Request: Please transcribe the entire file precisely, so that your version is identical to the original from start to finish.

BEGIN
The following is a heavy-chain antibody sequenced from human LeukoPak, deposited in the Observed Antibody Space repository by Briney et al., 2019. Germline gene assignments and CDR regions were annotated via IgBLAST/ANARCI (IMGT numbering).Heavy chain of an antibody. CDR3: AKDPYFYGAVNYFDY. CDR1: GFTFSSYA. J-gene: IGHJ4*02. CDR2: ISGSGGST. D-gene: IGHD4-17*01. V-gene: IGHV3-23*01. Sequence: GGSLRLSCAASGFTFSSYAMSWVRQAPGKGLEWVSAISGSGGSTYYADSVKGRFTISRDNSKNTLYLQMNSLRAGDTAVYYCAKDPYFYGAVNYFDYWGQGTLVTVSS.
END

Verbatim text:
The following is a heavy-chain antibody sequenced from human LeukoPak, deposited in the Observed Antibody Space repository by Briney et al., 2019. Germline gene assignments and CDR regions were annotated via IgBLAST/ANARCI (IMGT numbering).Heavy chain of an antibody. CDR3: AKDPYFYGAVNYFDY. CDR1: GFTFSSYA. J-gene: IGHJ4*02. CDR2: ISGSGGST. D-gene: IGHD4-17*01. V-gene: IGHV3-23*01. Sequence: GGSLRLSCAASGFTFSSYAMSWVRQAPGKGLEWVSAISGSGGSTYYADSVKGRFTISRDNSKNTLYLQMNSLRAGDTAVYYCAKDPYFYGAVNYFDYWGQGTLVTVSS.